If you decide to indulge, work off those extra calories with a walk down the main street and a visit to the Manilla Heritage Museum. It’s packed to the rafters with all manner of local memorabilia.
Forty minutes’ drive further along the B95 will bring you to the town of Barraba, which has put itself on the map with a stunning new piece of silo art. Painted by renowned street artist Fintan Magee in early 2019, the whopping work is a homage to the ingenuity and grit of farmers in the face of drought. The silo is located on the southern approach to town.
As you head back into Tamworth, take a turn to the left and head up towards the mountain range that flanks the city. Here you’ll find Victoria Park and the Botanical Gardens, a lovely spot for a relaxed stroll. There’s a cluster of attractions located here, including the Tamworth Miniature Railway (which holds a public running day on the third Sunday of the month between 10am and 3pm) and Marsupial Park. This entry-by-donation wildlife park is maintained entirely by volunteers. Meet the sleepy resident kangaroos and emus and take a walk in the free flight aviary. The park is also home to the colourful, community-built Tamworth Adventure Playground.
Nearby, Oxley Scenic Lookout offers absolutely spectacular views across the city. There are some interesting interpretive boards to peruse and keep an eye out for the plaque in the garden commemorating the final resting place of the ashes of Smoky Dawson and wife Dot.
In the evening, venture out and explore Tamworth’s burgeoning small bar scene. The sublime Coal Bunker Bar at the Quality Hotel Powerhouse is a great spot to relax after a hard day of sightseeing with a charcuterie board and your choice from the extensive cocktail or whisky menu. In town, head for Brisbane Street and the iconic Northern Daily Leader Building, which dates back to the 1920s. Hidden beneath the building is a very cool speakeasy-style bar called The Press 2340, which does cocktails reminiscent of the prohibition era. There’s often live music and the occasional open mic night. For a venue with plenty of buzz, try The Welder’s Dog on Dowe Street — a boutique brewpub that does a lively (alcoholic) pink lemonade as part of its repertoire.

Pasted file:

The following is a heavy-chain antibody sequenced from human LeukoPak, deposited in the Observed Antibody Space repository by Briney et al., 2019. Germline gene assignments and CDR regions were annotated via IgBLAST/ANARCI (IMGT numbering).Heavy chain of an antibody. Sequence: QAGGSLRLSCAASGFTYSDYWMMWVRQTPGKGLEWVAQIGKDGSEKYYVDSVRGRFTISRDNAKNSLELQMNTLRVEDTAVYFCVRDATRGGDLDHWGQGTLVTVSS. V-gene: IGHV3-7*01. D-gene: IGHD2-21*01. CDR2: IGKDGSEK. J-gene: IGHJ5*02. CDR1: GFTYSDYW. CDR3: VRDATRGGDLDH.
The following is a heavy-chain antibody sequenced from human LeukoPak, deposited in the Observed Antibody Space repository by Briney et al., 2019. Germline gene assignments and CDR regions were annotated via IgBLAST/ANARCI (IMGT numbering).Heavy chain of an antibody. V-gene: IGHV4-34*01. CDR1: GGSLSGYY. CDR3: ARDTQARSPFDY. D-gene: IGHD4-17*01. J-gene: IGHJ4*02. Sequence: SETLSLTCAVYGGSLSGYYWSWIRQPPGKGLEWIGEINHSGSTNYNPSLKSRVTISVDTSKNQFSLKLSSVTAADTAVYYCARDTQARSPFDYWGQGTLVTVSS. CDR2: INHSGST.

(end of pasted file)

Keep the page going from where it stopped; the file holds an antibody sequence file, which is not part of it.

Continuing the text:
For a handmade memento of your visit to the region, Barraba is the place to be.
On the town’s main street, you’ll find the fabulous Fuller Gallery and Claypan — a community arts collective and potters’ guild. The gallery not only provides a showcase for the work of local artists; it’s also a vital support network for those based on remote properties. Browse for ceramics, paintings, knitwear and the like. Purchases are cash-only.
Just up the main street from the gallery is Merlene’s Fine Fibres Studio. Merlene spins and dyes her own yarns (using only natural dyes), and then transforms them into an exquisite, winter-warming range of jackets, jumpers, hats and scarves. There’s no website and the shop isn’t open regular hours. Call Merlene on 02 6782 1838 and let her know that you are planning to drop by.
Tamworth’s Powerhouse Hotel is completely redefining the concept of an Australian regional hotel. Stage one of a multi-million-dollar redevelopment of the property delivered the fabulous Workshop Kitchen, Coal Bunker Bar and central reception area. Stage two is currently underway and if you are lucky enough to be staying in one of the refurbished Powerhouse King Rooms, prepare to be completely amazed as you step through the door. The decor transports guests back to the stylish Art Deco era of the 1920s (a nod to the power station that operated on this site from 1923). Waffled wall panelling, sumptuous soft furnishings, custom-made furniture and a palette of rich greens and blues create a space that is a credit to the hotel and its design team.
Amenities at the hotel include a tropical pool, spa and BBQ area. Motoring enthusiasts may like to check out the Powerhouse Motorcycle Museum, which is connected to the hotel and showcases an array of heritage motorised two-wheel bling. Also take some time to read the plaques at the base of the Art Deco obelisk that stands tall in front of the hotel. It celebrates Tamworth’s history as Australia’s First City of Light.
Do you have any tips to add to our Tamworth travel guide? We would love to hear from you. Please send us a message.
Cover image courtesy of Destination NSW. Additional images: Bigstock
Adam Ford is editor of The Big Bus tour and travel guide and a travel TV presenter, writer, blogger and photographer. He has travelled extensively through Europe, Asia, North America, Africa and the Middle East. Adam worked as a travel consultant for a number of years with Flight Centre before taking up the opportunity to travel the world himself as host of the TV series Tour the World on Network Ten. He loves to experience everything a new destination has to offer and is equally at home in a five-star Palazzo in Pisa or a home-stay in Hanoi.